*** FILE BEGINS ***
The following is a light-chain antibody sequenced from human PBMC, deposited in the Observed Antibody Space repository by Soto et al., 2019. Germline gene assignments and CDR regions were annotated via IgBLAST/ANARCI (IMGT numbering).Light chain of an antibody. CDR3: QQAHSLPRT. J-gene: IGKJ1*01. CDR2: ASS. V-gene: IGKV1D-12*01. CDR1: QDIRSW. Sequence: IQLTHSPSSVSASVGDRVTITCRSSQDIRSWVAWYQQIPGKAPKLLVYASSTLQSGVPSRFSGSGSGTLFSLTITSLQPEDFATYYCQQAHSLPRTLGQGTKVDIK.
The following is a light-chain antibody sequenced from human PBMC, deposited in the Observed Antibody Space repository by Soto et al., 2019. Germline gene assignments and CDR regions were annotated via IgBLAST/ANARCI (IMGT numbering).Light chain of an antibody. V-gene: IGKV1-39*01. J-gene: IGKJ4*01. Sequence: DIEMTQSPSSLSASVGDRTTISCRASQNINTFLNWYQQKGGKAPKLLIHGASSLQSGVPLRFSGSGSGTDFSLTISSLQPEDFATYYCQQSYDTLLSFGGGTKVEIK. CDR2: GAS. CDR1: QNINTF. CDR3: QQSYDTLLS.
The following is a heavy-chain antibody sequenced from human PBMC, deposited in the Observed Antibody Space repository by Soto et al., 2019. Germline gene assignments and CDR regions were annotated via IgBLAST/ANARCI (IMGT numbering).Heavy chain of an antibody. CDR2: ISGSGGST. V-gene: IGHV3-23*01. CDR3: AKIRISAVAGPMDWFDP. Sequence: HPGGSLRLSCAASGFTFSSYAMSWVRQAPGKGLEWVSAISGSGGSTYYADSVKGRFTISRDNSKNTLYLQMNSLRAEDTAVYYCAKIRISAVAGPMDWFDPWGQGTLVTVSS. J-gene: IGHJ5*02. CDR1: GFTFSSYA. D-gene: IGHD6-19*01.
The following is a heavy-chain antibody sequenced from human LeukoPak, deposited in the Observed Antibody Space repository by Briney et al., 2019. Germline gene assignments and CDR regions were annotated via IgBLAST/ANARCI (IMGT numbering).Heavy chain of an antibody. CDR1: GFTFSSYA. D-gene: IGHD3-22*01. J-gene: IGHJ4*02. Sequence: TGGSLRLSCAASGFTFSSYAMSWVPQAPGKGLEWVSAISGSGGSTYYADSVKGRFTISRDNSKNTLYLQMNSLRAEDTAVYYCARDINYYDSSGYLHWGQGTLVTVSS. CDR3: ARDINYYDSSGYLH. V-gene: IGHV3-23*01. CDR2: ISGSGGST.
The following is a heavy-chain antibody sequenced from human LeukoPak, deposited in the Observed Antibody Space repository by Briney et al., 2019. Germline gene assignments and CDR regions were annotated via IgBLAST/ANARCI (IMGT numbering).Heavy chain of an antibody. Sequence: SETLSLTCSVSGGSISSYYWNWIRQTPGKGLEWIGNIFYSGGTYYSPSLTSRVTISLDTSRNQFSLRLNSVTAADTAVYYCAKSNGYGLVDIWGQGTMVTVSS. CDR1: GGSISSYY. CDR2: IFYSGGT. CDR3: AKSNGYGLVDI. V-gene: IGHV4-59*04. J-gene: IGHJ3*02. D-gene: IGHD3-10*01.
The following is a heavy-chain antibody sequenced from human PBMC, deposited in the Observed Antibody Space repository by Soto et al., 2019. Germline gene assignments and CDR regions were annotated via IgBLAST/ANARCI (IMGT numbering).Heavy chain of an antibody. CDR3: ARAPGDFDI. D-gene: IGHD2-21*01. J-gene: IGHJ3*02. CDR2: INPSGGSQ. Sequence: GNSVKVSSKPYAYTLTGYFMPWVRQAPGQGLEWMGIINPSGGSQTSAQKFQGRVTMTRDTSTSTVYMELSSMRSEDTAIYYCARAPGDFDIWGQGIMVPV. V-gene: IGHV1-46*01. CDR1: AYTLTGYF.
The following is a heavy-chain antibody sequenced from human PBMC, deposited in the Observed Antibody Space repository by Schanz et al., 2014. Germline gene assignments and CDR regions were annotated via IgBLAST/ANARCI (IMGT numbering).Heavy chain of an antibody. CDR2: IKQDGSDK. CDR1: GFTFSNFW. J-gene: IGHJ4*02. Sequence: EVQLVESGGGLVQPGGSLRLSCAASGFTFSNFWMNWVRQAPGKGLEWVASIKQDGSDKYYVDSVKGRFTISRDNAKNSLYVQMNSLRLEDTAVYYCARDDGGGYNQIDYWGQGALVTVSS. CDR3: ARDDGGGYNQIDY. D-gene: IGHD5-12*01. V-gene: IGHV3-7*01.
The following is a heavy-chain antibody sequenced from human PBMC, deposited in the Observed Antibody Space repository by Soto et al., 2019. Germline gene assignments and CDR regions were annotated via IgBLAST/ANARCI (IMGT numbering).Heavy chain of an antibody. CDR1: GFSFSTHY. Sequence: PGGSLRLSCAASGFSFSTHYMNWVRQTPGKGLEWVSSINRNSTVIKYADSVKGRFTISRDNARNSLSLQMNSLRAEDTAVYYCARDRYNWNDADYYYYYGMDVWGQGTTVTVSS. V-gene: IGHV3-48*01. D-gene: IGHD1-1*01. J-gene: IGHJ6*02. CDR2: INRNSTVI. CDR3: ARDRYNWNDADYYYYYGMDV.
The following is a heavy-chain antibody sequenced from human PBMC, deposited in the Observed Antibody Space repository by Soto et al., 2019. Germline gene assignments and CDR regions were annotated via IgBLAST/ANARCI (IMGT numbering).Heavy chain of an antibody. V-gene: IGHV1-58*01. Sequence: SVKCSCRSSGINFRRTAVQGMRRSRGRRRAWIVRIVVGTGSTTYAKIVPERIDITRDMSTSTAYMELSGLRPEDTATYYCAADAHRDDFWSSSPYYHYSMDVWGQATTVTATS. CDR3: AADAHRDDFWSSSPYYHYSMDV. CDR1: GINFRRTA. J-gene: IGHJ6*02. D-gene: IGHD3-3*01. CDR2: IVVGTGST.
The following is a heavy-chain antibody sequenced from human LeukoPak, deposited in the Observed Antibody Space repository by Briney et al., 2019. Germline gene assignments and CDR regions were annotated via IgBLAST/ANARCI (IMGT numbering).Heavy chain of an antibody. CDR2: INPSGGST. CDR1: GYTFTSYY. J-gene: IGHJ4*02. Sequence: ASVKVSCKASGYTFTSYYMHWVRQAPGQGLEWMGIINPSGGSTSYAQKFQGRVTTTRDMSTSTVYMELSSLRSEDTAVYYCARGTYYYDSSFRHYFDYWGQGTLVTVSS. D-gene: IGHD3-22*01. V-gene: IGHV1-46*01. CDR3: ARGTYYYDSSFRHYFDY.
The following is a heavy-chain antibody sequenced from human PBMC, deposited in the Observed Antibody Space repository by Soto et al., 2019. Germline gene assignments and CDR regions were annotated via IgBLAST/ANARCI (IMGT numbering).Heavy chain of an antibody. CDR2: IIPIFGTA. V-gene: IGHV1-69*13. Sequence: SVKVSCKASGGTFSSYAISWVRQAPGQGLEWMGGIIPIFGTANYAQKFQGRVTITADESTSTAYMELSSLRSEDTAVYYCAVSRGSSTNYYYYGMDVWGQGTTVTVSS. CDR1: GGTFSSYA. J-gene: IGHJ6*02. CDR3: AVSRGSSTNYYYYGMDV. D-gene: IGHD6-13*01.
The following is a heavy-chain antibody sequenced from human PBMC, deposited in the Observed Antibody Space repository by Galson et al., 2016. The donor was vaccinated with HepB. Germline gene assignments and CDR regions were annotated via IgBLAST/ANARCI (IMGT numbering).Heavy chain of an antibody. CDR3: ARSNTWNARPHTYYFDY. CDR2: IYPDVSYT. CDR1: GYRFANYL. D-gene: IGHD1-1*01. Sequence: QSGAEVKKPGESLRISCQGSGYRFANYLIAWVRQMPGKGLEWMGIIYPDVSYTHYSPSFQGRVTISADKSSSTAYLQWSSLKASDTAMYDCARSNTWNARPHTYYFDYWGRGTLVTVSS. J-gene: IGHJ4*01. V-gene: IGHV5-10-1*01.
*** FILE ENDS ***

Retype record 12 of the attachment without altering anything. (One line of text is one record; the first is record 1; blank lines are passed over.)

The following is a heavy-chain antibody sequenced from human PBMC, deposited in the Observed Antibody Space repository by Galson et al., 2016. The donor was vaccinated with HepB. Germline gene assignments and CDR regions were annotated via IgBLAST/ANARCI (IMGT numbering).Heavy chain of an antibody. CDR3: ARSNTWNARPHTYYFDY. CDR2: IYPDVSYT. CDR1: GYRFANYL. D-gene: IGHD1-1*01. Sequence: QSGAEVKKPGESLRISCQGSGYRFANYLIAWVRQMPGKGLEWMGIIYPDVSYTHYSPSFQGRVTISADKSSSTAYLQWSSLKASDTAMYDCARSNTWNARPHTYYFDYWGRGTLVTVSS. J-gene: IGHJ4*01. V-gene: IGHV5-10-1*01.